How Much Will It Cost and Is It Worth It?

It is incumbent upon city officials fully and accurately to disclose projected costs of the parking garage project and how these costs are to be met. This disclosure should encompass all elements of cost:

  • The cost of construction. The city should state how many existing spaces will be taken and net cost of any additional spaces.

  • Cost of associated projects. Outlays may be required beyond the structure itself. Will new access/egress roads, improvements to existing traffic infrastructure and changes to drainage systems be needed?

  • Continuing maintenance and operating costs such as lighting, repair, cleaning, and law enforcement. How will these be paid for?

The city block adjacent to the ocean that is now the Main Beach Parking Lot was once occupied by several small houses and a condominium, La Cote, which still stands at the corner of A1A and Southeast 2d Street. The land was purchased by the city except for La Cote, three small houses along A1A, and a vacant lot along 2d Street that was later conveyed to the city but has never been developed for parking spaces.

Main Beach Parking Lot Site Viewed from Beach circa 1985

The new Main Beach Parking Lot was financed by a revenue bond. Because the city did not maintain parking meters or collect other user fees such as parking sticker or smart card fees, nor have other revenues that could be applied to the project, FPL franchise fees were pledged to offset the bond.

In a sense, the belief that the new lot would take care of the beach parking problem was true. Most of the time parking at the beach is not a problem. It may just not be right on the sand or right outside the door of one's favorite bar.

The perception that the Main Beach Parking Lot is filled most of the time is simply not correct. In fact, while it may be fully occupied for a few hours at a time during "season" and on special days like the 4th of July, on most other days the lot is hardly used by beach patrons. There is very little use in the late-afternoon or evening hours, except for special events. Parking is not permitted from 11 p.m. to 6 a.m.

Typical View Main Beach Parking Lot. Time: June, 1:00 p.m. Weather: Mostly Sunny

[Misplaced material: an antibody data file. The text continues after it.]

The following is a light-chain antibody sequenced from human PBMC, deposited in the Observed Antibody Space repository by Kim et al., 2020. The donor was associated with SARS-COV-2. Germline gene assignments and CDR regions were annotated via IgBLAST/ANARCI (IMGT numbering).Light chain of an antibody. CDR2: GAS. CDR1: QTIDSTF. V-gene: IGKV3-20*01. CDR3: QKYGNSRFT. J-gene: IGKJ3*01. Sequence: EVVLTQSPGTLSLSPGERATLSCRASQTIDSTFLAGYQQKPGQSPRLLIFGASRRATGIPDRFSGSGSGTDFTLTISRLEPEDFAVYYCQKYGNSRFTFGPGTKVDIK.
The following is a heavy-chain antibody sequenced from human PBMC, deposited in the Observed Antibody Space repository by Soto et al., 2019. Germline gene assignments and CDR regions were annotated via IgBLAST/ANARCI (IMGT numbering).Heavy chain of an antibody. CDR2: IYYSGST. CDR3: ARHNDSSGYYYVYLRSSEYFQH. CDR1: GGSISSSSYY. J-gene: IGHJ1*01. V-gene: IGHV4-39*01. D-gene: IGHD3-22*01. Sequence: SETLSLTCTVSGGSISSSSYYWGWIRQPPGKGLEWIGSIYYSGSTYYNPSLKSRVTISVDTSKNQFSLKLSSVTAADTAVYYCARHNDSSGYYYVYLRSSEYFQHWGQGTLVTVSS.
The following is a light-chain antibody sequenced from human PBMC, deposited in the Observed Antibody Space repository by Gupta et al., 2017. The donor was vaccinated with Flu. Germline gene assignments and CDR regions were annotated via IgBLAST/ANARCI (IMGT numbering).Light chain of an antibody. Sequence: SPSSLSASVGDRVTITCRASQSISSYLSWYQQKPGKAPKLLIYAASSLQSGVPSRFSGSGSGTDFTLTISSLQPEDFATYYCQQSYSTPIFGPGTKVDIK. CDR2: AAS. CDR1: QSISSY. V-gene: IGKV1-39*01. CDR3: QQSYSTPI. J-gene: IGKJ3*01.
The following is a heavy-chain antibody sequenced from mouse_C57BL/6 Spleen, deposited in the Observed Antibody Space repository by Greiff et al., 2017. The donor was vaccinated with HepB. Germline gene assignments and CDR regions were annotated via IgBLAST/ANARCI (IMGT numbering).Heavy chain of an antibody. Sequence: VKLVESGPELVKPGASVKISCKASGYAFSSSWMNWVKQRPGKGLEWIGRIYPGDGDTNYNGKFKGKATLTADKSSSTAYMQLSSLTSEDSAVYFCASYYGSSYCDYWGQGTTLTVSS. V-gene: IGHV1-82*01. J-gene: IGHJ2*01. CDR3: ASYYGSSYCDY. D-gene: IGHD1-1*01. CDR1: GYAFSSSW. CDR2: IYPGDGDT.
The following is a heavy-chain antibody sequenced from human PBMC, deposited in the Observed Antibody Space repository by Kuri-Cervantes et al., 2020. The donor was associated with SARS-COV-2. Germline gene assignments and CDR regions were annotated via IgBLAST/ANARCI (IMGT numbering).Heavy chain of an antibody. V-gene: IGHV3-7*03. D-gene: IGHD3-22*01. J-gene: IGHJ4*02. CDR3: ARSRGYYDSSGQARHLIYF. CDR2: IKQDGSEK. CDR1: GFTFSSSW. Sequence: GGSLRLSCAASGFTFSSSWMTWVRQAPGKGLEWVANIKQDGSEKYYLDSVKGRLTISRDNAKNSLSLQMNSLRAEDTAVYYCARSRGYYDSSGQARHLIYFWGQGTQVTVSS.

The city has indicated it is prepared to commit at least $11 million dollars for the current project. This is considerably more even than the projected cost of the earlier proposal, called Ocean Park, which would have included a commercial element.

Ocean Park called for the construction of a 450 space parking structure at a cost of approximately $4.5 million. However, because at least 313 existing parking spaces would have been taken for the project, the net gain of spaces would have been 137 or fewer. This means that the net cost of each space gained by construction of the new facility would have been approximately $33,000.

Because Ocean Park was conceptual and not a completely developed plan, projected costs were only estimates. We think they may have made conservative for public consumption. That could also be the case now. It is not difficult to see how project costs could now far exceed $11 million dollars.

A parking garage, if now built in this location, would be accessed from Hillsboro Boulevard by a new road which would be constructed on the city land behind the Ocean Terrace parking lot and the fire station. The CRA plan calls for northbound A1A to be rerouted from its current location to east Hillsboro.

Ironically, the city could add around 70 spaces right now, at a fraction of the cost of a parking garage, simply by building ground-level parking lots on this property and on the vacant "Ocean Plaza" land adjacent to the current main lot.

Will the Project Solve Parking Problems at the Beach?

The idea that there is a need for additional parking at the beach is a popular and pervasive mythology which City Hall has exploited. In truth, objective evidence of such a need does not exist and has never been demonstrated.

In fact, we suggest that the exact parking requirements for the beach are not a known or even knowable value. No one can authoritatively state that we need more parking at the beach.

If we say "we need more parking at the beach," it must mean that we know, in specific terms, how much parking is needed. It implies, at least, a reasonable guess as to what these numbers are.

In previous articles we have suggested that a parking garage (or any other additional parking) would most likely only increase the demand for parking. This phenomenon, when applied to roads and streets, is called induced traffic and is almost universally recognized by traffic engineers and experts. A similar economic theory, Say's Law, holds that supply creates its own demand. The more traffic lanes or parking spaces, the more people who will use them.